Detecting Ultraviolet Light Using Tonic Water
In this activity, students use a model to test actions for staying safe from the Sun's ultraviolet radiation.
- Students will understand that UV radiation is a part of the Sun's electromagnetic spectrum, which has shorter wavelengths than visible light.
- Students will be able to describe ways to keep skin safe from UV radiation and which methods are most effective.
- Students will design and execute an experiment to test a question about effective methods of blocking UV radiation using a model.
- For each student:
- Reading: EPA Sun Safety Action Steps
- Science notebook or paper to record observations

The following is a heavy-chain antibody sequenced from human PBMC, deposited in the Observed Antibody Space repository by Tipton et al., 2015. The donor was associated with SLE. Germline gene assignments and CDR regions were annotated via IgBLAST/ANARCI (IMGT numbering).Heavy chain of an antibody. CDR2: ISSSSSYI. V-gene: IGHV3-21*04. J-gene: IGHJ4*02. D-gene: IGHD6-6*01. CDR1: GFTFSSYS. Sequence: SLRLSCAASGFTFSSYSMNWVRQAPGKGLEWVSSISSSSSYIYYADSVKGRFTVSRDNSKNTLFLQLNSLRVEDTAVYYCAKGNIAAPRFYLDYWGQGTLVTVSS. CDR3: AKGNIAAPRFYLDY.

- For each group of 3-4 students:
- Poster paper, glue, and markers
- Or, a computer with presentation software like PowerPoint
- For the class:
- A blacklight
- 2 clear plastic cups*
- One can or bottle of tonic water*
- A piece of dark cloth to darken the lamp and cups
- Sunscreen (the spray variety is recommended
- Clear plastic bags or overhead transparency sheets
- Types of fabric/clothing typically worn to cover up from the Sun
- Shrub or tree branches with leaves
- Other items that are used for shade such as umbrellas
- Blue colored pencils and/or cameras
- Piece of glass
*Note: Frisbees that change color in UV light can be used instead of cups of tonic water in this activity.
- Provide the EPA Sun Safety Action Steps reading for students, either as a handout or on computers/tablets.
- Set up the blacklight in the classroom where all students can see it. Fill two cups with tonic water and place them in front of the black light. (You do not need to turn on the blacklight until it is time to demonstrate.)